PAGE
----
Hispanic Americans make up one of the fastest-growing ethnic groups in the US, and their influence is an important part of American Christianity’s diverse landscape of religious expression. But how are Latino churches reaching the next generations of Christians in their communities, and what does effective youth ministry look like in those cultural contexts?

A new report by Fuller Theological Seminary’s Centro Latino, the Fuller Youth Institute, and the Brown Church Institute shines new light on the unique contextual experiences of Hispanic youth workers and offers a fresh perspective on cultural trends that are shaping Gen Z and Gen Alpha, Latino communities, and American Christianity. Based on interviews with national leaders and local youth pastors from various denominations, the report summarizes the study’s findings and presents a number of recommendations for the creation of culturally relevant resources and practices.

“It really is important to have bilingual materials and models that respect the culture and unique needs of our youth and families,” said Centro Latino academic dean, Alexia Salvatierra. “The report highlights that the needs of our community are so different from standard, dominant-culture youth ministry needs.”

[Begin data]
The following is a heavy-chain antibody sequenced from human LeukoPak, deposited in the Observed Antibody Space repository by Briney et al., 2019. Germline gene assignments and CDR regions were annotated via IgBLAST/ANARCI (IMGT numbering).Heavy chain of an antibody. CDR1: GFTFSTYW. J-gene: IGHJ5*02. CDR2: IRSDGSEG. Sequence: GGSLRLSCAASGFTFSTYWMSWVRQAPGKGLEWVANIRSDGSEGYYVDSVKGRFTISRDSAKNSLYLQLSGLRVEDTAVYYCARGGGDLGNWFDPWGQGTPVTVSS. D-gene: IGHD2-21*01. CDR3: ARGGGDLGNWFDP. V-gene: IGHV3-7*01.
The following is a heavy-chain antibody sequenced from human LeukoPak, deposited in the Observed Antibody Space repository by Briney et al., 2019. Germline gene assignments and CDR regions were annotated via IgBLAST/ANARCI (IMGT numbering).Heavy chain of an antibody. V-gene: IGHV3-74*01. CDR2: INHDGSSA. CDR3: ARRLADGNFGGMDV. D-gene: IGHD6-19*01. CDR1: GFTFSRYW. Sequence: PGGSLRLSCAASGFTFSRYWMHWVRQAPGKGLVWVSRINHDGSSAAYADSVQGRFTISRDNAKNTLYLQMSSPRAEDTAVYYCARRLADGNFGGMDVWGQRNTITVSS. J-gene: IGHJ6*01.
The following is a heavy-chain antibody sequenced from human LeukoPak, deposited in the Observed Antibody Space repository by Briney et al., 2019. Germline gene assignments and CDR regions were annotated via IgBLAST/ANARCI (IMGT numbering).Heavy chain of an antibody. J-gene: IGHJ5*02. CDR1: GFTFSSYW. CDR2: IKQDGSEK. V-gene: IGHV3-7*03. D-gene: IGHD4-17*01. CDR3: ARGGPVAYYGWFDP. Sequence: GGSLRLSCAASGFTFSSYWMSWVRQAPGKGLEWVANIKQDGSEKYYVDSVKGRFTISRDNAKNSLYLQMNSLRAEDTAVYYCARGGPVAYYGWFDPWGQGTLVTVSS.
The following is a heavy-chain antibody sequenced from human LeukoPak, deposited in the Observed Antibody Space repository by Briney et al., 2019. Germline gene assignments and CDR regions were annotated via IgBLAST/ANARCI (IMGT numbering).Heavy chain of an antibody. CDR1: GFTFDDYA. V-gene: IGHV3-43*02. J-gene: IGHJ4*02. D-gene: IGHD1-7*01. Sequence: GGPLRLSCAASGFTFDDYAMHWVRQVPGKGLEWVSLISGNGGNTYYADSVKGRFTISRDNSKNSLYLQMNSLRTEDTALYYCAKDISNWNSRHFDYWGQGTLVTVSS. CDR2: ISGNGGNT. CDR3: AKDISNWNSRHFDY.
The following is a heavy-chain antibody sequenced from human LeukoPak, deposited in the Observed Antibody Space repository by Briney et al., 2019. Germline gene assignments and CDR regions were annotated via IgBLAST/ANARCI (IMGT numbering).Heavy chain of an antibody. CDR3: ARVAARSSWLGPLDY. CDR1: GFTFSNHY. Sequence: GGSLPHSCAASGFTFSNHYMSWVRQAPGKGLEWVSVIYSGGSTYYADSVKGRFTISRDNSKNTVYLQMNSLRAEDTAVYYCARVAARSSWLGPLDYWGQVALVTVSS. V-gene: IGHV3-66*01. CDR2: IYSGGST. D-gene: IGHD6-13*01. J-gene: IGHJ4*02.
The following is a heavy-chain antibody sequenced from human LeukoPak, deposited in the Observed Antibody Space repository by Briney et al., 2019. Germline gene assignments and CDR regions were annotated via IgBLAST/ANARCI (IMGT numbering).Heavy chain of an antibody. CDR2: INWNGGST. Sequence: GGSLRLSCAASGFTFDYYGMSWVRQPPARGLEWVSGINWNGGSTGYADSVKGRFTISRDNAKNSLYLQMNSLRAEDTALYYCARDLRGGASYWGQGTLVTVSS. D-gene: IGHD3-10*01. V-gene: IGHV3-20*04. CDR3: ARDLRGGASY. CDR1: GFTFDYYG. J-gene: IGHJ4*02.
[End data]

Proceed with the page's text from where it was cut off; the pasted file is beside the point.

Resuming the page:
UCLA professor Robert Chao Romero believes the study’s finding that only 2.5 percent of Hispanic churches have paid youth ministers on their staffs is significant. “The U.S. Latina/o church is one of the fastest growing,” he said. “And yet, almost all books and trainings about youth ministry are based upon White youth ministries with a paid youth pastor who creates weekly events for students.” Romero, who is also founder of the Brown Church Institute, believes the future of the American church is tied to our nation’s growing ethnic and cultural diversity.

How is the growth of the Hispanic American population shaping American churches? What insights about discipleship and spiritual formation can be gleaned from the experiences of Latino/Latina youth and youth ministers? And what does the state of Hispanic youth outreach tell us about the future of evangelical faith in the US?

CT and Seminary Now recently joined with the team behind Fuller’s report to host an online forum addressing the challenges of Hispanic American youth ministry. Kara Powell, executive director of the Fuller Youth Institute, moderated the virtual discussion and underscored youth ministry’s significance for the church as a whole. “Across ethnicities, across cultures, and across languages, this project has ramifications for all of us,” said Powell in her opening remarks.

Watch the video recording of the webinar above. Panelists for the one-hour program include:

Click here to download English and Spanish editions of Investigating the Contextual Needs of Latina/o Youth Pastors and Youth Workers.